• Provides for three-year taxation of the distribution, and three years to repay
  • Provides a distribution trigger for 401(k), 403(b), 457(b), and money purchase pension plans
  • Will not be subject to 20 percent mandatory withholding or 402(f) notice requirements

Hardship or First-Time Homebuyer Distributions

Such distributions that were taken to purchase or construct a principal residence may be repaid if the distribution was taken within the period 180 days before the disaster incident and 30 days after the disaster incident period, and are repaid between the first day of the disaster incident period and no later than 180 days after enactment.

Increased Retirement Plan Loan Limit

Plan loans taken within 180 days following the legislation’s enactment because of a disaster declaration will have an increased loan limit of up to the lesser of $100,000 or the vested account balance, if the borrower’s principal residence is in the disaster area and an economic loss was sustained as a result of the disaster.

Delay in Loan Repayment

Loan payments that are due within the period beginning on the first day of the disaster and ending 180 days after the disaster period may be delayed for one year (or, if later, 180 days after the legislation’s enactment), with the loan’s term extended by the period of the delay.

Amendments to implement these provisions will be required by the end of the 2022 plan year (2024 for governmental plans).

Multiemployer Pension Plan In-Service Distributions

One unanticipated provision is a change to certain multiemployer (union) pension plans that allows for a subset of individuals in the construction industry to take an in-service distribution at age 55 if several service and plan provisions are satisfied. Specifically, it would apply to distributions to individuals who were participants in the plan on or before April 30, 2013, if

  • the trust was in existence before January 1, 1970, and
  • prior to December 31, 2011, in-service distributions were permitted at age 55 when the plan received at least one written IRS determination that the trust in the first bullet constituted a qualified trust.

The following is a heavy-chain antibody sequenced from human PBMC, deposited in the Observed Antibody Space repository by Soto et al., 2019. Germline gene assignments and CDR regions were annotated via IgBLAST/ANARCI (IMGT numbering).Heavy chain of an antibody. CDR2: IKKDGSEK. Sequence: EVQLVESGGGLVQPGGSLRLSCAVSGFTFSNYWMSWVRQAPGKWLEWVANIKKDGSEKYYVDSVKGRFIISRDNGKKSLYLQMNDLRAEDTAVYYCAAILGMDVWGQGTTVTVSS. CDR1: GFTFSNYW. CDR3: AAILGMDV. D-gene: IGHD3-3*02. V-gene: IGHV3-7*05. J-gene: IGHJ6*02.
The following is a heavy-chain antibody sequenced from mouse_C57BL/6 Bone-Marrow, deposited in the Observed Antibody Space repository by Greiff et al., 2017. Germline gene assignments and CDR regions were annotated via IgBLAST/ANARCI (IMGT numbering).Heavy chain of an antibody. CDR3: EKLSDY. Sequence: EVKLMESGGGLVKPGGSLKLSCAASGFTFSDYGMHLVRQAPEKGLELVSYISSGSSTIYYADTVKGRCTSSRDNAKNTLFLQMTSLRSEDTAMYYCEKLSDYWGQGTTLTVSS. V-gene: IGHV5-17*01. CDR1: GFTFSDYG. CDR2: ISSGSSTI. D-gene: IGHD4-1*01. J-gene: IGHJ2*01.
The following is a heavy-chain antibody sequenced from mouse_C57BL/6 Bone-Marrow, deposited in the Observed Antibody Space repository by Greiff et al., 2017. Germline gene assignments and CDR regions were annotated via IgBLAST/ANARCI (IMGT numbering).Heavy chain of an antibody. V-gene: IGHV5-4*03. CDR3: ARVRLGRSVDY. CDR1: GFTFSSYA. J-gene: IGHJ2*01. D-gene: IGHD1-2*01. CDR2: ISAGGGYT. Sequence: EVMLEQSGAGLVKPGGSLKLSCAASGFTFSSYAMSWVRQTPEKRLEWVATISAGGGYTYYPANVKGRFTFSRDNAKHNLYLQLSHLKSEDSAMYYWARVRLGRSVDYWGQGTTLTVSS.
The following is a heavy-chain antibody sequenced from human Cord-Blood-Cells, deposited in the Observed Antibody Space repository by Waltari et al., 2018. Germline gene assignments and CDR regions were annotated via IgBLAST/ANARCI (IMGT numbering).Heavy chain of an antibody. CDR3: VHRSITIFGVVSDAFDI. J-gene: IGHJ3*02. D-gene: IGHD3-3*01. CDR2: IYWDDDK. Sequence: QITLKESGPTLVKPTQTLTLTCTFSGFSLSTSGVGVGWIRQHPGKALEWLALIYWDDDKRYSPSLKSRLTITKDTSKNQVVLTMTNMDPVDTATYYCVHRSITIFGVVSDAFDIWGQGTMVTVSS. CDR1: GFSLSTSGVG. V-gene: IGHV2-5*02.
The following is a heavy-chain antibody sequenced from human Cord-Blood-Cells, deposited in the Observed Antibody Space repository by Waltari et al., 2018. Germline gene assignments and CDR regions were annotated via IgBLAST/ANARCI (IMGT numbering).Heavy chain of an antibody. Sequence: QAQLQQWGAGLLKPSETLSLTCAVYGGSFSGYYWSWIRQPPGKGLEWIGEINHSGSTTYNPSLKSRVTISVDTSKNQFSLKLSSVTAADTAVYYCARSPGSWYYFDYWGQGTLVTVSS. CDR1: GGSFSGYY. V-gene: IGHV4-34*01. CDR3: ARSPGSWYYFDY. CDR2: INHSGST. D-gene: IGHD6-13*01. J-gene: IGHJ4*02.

Because the circumstances are so specific, it is not likely to have broad applicability.

Education Related Provisions

  • A CARES Act provision that permitted employers to provide student loan repayment benefits of up to $5,250 to employees on a tax-free basis has been extended to December 31, 2025.
  • Made changes to the FAFSA program intended to simplify the application process and make aid more predictable
  • Increased the income limitations for phase-out of the lifetime learning credit
  • Repealed the deduction for qualified tuition and related expenses

PBGC Requests to Seek Information on Roth Account Data and Foreign-Source Income

The Pension Benefit Guaranty Corporation (PBGC) has requested from the federal Office of Management and Budget (OMB) permission to continue collecting information on certain retirement plan missing participant accounts under the authority of the Paperwork Reduction Act. This information collection request (ICR) differs somewhat in that PBGC is asking the OMB for authority to modify the scope of information that the agency collects on missing participants.

Such ICRs are generally routine, and agency authority to request information from taxpayer sources generally must be renewed every three years. The agency is seeking to modify its existing ICR in the following ways.

  • For retirement plans that have a designated Roth account (Roth 401(k) or Roth 403(b)) feature—and a balance will be transferred to PBGC under its missing participant program—the agency seeks permission to require a breakdown of both qualified and not-yet-qualified (earnings not yet tax-free) Roth account amounts, and the date that the first designated Roth account contribution was made.
  • For defined benefit and defined contribution qualified retirement plan accounts transferred to PBGC, the ICR would require the identification of any amount that would, under U.S. tax laws, be treated as foreign-source income and—for defined benefit plans—how that determination was made.

IRS Clarifies Extended Due Date for Single-Employer DB Plan Contributions